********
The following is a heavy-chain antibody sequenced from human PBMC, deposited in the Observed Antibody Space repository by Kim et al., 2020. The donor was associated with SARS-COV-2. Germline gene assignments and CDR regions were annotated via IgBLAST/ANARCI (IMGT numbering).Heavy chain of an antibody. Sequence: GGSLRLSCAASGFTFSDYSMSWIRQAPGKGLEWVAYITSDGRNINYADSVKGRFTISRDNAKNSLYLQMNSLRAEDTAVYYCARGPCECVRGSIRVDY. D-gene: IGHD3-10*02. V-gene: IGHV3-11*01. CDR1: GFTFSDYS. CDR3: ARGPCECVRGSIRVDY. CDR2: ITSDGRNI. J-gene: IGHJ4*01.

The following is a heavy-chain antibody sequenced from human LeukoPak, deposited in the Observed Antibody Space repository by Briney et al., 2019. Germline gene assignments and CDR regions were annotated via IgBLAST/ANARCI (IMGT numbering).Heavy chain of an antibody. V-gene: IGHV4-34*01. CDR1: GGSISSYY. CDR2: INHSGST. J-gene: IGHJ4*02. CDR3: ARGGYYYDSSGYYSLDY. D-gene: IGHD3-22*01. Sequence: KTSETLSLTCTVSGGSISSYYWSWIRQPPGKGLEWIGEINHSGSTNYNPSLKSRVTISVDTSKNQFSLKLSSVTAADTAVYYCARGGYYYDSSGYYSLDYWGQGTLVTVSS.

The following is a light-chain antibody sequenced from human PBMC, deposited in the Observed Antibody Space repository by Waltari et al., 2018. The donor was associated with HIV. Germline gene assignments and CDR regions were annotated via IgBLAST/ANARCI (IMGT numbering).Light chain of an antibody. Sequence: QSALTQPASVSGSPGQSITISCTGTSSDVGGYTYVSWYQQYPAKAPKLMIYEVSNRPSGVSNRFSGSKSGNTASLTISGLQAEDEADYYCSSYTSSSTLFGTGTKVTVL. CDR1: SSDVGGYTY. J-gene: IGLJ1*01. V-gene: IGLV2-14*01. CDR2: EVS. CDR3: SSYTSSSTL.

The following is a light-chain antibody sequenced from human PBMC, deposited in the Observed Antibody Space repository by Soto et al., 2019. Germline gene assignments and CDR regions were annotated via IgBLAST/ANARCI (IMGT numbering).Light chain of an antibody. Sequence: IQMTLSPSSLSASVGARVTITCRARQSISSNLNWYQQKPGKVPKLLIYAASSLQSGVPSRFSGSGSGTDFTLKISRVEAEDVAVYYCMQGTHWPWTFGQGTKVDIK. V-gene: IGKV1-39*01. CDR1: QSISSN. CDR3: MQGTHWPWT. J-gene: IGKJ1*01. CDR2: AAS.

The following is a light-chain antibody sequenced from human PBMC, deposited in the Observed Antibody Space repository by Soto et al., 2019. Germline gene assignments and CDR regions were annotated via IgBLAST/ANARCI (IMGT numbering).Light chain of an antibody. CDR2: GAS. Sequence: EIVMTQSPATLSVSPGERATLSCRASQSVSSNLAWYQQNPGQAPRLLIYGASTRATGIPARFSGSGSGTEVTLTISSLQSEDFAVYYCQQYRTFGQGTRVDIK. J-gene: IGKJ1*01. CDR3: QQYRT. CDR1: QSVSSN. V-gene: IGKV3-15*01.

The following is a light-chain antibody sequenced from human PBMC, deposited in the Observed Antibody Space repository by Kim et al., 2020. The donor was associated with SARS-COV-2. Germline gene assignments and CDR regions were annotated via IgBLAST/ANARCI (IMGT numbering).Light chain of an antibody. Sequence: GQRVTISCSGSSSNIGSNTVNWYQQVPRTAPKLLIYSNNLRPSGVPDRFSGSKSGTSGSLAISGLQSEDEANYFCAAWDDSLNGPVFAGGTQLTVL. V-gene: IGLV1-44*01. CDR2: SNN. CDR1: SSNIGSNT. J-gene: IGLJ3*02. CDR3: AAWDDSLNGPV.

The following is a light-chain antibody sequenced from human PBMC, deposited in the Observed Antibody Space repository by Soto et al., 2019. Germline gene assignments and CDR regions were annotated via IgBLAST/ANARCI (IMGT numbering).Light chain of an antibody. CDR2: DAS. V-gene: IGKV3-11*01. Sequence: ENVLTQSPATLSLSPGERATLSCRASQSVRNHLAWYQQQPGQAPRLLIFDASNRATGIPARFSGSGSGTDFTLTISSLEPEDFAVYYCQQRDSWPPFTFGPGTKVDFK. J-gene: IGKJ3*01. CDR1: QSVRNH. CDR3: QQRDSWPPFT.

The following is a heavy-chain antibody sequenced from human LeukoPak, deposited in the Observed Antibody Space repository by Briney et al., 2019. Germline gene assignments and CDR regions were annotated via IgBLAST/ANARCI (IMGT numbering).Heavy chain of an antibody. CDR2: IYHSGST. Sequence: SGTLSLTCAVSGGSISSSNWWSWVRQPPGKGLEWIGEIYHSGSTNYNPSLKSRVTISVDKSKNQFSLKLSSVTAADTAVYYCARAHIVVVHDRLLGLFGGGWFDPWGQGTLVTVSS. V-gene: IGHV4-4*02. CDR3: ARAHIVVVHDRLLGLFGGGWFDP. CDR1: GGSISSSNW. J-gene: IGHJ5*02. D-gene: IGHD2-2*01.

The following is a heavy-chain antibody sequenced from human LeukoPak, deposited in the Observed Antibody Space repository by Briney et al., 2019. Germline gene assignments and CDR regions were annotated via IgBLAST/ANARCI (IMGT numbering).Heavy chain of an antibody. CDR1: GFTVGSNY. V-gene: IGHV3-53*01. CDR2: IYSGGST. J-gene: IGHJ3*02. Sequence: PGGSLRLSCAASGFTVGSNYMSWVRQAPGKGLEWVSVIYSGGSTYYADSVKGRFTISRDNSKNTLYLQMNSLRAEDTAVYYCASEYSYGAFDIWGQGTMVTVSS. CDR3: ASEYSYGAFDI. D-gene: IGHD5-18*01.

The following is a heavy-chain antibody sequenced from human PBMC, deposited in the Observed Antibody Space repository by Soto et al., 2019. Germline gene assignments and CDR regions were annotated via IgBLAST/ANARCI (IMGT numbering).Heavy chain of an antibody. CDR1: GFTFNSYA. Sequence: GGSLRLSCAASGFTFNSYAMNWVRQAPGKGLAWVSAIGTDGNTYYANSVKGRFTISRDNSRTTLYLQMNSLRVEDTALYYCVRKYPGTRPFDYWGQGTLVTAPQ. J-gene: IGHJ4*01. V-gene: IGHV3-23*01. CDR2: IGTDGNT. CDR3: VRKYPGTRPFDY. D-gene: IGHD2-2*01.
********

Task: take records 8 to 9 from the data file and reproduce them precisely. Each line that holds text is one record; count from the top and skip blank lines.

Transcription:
The following is a heavy-chain antibody sequenced from human LeukoPak, deposited in the Observed Antibody Space repository by Briney et al., 2019. Germline gene assignments and CDR regions were annotated via IgBLAST/ANARCI (IMGT numbering).Heavy chain of an antibody. CDR2: IYHSGST. Sequence: SGTLSLTCAVSGGSISSSNWWSWVRQPPGKGLEWIGEIYHSGSTNYNPSLKSRVTISVDKSKNQFSLKLSSVTAADTAVYYCARAHIVVVHDRLLGLFGGGWFDPWGQGTLVTVSS. V-gene: IGHV4-4*02. CDR3: ARAHIVVVHDRLLGLFGGGWFDP. CDR1: GGSISSSNW. J-gene: IGHJ5*02. D-gene: IGHD2-2*01.

The following is a heavy-chain antibody sequenced from human LeukoPak, deposited in the Observed Antibody Space repository by Briney et al., 2019. Germline gene assignments and CDR regions were annotated via IgBLAST/ANARCI (IMGT numbering).Heavy chain of an antibody. CDR1: GFTVGSNY. V-gene: IGHV3-53*01. CDR2: IYSGGST. J-gene: IGHJ3*02. Sequence: PGGSLRLSCAASGFTVGSNYMSWVRQAPGKGLEWVSVIYSGGSTYYADSVKGRFTISRDNSKNTLYLQMNSLRAEDTAVYYCASEYSYGAFDIWGQGTMVTVSS. CDR3: ASEYSYGAFDI. D-gene: IGHD5-18*01.